Beginning with the July 9 Atlanta race, the car’s front clip will be softened so it will be more collapsible during a crash.
A 0.060-inch steel plate is being installed in the right-side door due to this spring’s crash at Talladega involving Kyle Larson and Ryan Preece
In 2022 the sanctioning body’s Cup Series not only experienced more crashes than the historical norm, but “higher severity crashes."
After a season of NASCAR Cup drivers enduring the most “severe crashes” since the current data system was enacted in 2011, numerous changes are being implemented to the current car in an effort to curtail the severity of the race collisions.
Beginning with the July 9 Atlanta race, the car’s front clip will be softened so it will be more collapsible during a crash while its right side will be strengthened. A 0.060-inch steel plate is being installed in the right-side door due to this spring’s crash at Talladega involving Kyle Larson and Ryan Preece. Previously, the door plate was constructed of aluminum.
NASCAR vice president Safety Engineering Dr. John Patalak said that in 2022 the sanctioning body’s Cup Series not only experienced more crashes than the historical norm, but “higher severity crashes.”
“Cars were hitting walls at higher speeds at higher angles than we have historically,” Patalak said. “It didn’t have anything to do with the car itself. We had speeds and angles in 2022 that we have not had historically that were very challenging to the car.
“For whatever reason, a combination of things … car setups and everything being new and the feel of the car for the drivers … we had crashes that just had not occurred all the way back through 2011 in Xfinity or Cup. They were really big, severe crashes.”
The car’s new right-side requirements were the result of the Talladega crash. The front clip changes had been under development for several months. NASCAR is allowing teams to modify existing parts in their inventory. For those unable to modify the parts, Technique Chassis, the vendor that supplies the current chassis, front, center, and rear body mounts, is available. Also, NASCAR will be involved in helping teams absorb the cost required to make the modifications.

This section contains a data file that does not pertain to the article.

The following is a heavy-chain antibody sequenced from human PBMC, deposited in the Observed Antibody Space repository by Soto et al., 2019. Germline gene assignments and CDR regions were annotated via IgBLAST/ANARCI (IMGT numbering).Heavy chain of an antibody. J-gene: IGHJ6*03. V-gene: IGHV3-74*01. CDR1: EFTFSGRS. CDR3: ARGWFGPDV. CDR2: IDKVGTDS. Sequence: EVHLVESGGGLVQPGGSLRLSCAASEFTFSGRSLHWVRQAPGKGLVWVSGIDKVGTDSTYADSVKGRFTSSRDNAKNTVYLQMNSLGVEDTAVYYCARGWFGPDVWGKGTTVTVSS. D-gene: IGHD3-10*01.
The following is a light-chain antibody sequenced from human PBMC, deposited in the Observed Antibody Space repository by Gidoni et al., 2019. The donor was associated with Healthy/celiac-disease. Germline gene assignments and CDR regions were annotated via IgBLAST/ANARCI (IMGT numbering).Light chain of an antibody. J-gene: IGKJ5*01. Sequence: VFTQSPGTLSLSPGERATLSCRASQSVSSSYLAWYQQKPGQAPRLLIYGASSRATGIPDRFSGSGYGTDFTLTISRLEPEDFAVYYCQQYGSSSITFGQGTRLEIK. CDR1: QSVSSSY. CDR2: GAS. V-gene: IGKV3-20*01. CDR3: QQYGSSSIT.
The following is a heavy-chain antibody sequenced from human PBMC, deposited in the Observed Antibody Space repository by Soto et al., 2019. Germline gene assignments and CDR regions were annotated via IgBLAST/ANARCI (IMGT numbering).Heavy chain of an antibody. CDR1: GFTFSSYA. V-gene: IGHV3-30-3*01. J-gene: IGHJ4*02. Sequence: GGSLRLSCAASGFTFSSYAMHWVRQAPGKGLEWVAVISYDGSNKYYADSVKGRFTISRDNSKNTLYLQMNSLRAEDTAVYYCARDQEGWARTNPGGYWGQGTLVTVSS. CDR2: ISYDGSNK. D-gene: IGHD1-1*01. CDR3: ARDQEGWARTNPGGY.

NASCAR vice president Vehicle Design Brandon Thomas doesn’t believe a “pandora’s box” is being opened by allowing the teams to make the modifications because “everybody has a vested interest in making this work.”
Drivers complained last year about the hard hits their bodies were enduring during the current car’s inaugural season. Kurt Busch and Alex Bowman both suffered concussions in single-car accidents last year. Bowman returned to racing, but Busch has yet to drive a race car in competition. Patalak cited Ross Chastain’s crash during practice at Auto Club Speedway early in 2022 and then Cody Ware at Texas, later that same year as severe hits.
“Just really, really big hits that we had to create new bars on our graphs for when we go all the way back to 2011,” Patalak said. “We were surprised by that, by the severity of the crashes.”
This year, Patalak said there was a 59-mph velocity difference in Larson’s Chevrolet and Preece’s Ford when Preece T-boned Larson in the passenger door during May’s Talladega race.
“That’s really hard to find that on the race track,” Patalak said. “What I mean by that is a difference of almost 60 miles an hour between two cars. That’s why this crash was so severe.
“It’s very rare in our racing that you have cars with (that type of speed difference). So, when those types of impacts occur, it’s very challenging to both cars.”
Patalak noted their studies at NASCAR’s R&D Center in Concord, North Carolina, weren’t confined to the car’s integrity.
“We have projects running on head-and-neck restraints, and helmets and head surround foams and seat inserts and seat mounting,” Patalak said. “Each driver’s restraint system is very customized. We routinely reach out to drivers if we see something that is an opportunity for improvement. I’ve reached out to drivers recently about helmet fit, about having chin straps tight. We had a HANS clip put on backwards.”
Patalak said they also conducted an in-depth study of Blaine Perkins’ barrel rolling crash in the NASCAR Xfinity race at Talladega.
“In fact, we went back to Dr. James Raddin and had him consult with us on the Xfinity barrel roll,” Patalak said. “He was the lead author on the (Dale) Earnhardt investigation. The reason we went to him was because he had very specific experience with fighter pilots who experienced those types of long-sustained accelerations. Now, the acceleration levels are low, but they’re sustained for a very long amount of time like a second; whereas a crash is a tenth of a second.”
Patalak said Perkins experienced low-level accelerations during his two separate barrel rolls. He said Perkins came to the NASCAR R&D Center and they walked him through the data and his restraint system.
“Things that weren’t necessarily wrong, but things we could have done better, that the driver could have done better to reduce those accelerations on his body,” Patalak said.